Submission Guidelines: Send unpublished poems in the body of an email (NO ATTACHMENTS) to nvneditor[at] No simultaneous submissions. Use "Verse News Submission" as the subject line. Send a brief bio. No payment. Authors retain all rights after 1st-time appearance here. Scroll down the right sidebar for the fine print.

Monday, July 13, 2015


by Martha Deed

Image source: Tin House

To James Tate who died ‒ The New York Times and other places say
"after a long illness" at age 71, it is certain, Mr. Tate, that you are not dead
because the poet James Tate, the man this obit purports to bury
is a man wild with words and metaphors and would not "die after a long illness,"
but expire actually only after being hit by a meteor in broad daylight
while taking a break in a green, white, and yellow striped canvas covered, oak-
framed lawn chair purchased for a dollar at the very same tag sale where the coffee blender
was offered ‒ insultingly ‒ to anyone willing to take it off the crazy seller's hands
for free and now it appears that the coffee blender should have been accepted for the rotten
gift it seemed and no money should have changed hands over the lawn chair whose faded
cover harbored screws rusted at the core that sent the poet into oblivion just as he was
contemplating the next line in his next new poem the perfect nonsense of a next line replete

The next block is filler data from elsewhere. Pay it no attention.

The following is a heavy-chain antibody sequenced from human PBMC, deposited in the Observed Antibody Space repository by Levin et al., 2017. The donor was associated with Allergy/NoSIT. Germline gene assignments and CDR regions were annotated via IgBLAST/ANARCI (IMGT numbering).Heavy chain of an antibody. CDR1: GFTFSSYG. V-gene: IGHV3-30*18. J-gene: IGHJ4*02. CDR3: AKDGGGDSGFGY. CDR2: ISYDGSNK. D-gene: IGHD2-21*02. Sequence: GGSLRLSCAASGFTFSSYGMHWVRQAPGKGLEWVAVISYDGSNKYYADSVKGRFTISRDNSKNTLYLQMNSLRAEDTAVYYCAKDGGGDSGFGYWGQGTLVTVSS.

with toy guns and real ammunition unearthed by a small boy with dark skin and brown eyes
whose future would include 1600 on his college boards and admirable physics scores as well
who would grow up thinking a trip to Pluto was not out of the question whose inquisitive
nature matched James Tates' who cannot be dead at the premature age, barely biblical age,
of 71. We do not believe this, because we are great admirers of James Tate and we know
he does not have much truck with death and, in fact, he welcomes conversations with dead
men whom he meets at every opportunity and whom he challenges to live past their prime
even as they peer down his fevered throat and declare a person hopeless while extracting
every dime from their wallets and this in 1976 before the rest of us understood doctors
or invented Safe Patient Projects or petitioned Congress for relief which Tate already
knew ‒ before 1976 ‒ was at best a captious notion indeed, for Tate was a wise man
who understood it is every man for himself in this ungainly world and the women are smart
but the men are the drivers and often deaf to women who advise them to avoid the potholes
and bumps in the road and the men age and look gray and grumpy and finally the women
capitulate and love them anyhow because those silly old men remind them of Black-capped
Gnatcatchers rare in Arizona but cousins of a comfort commonplace Blue-gray Gnatcatcher
in the white birches in their front yard at home in North Tonawanda by the sea.

Martha Deed is the keeper of a tumblr blog Sporkworld and has published several poetry collections.  Her most recent is Climate Change (Foothills Publishing, 2014).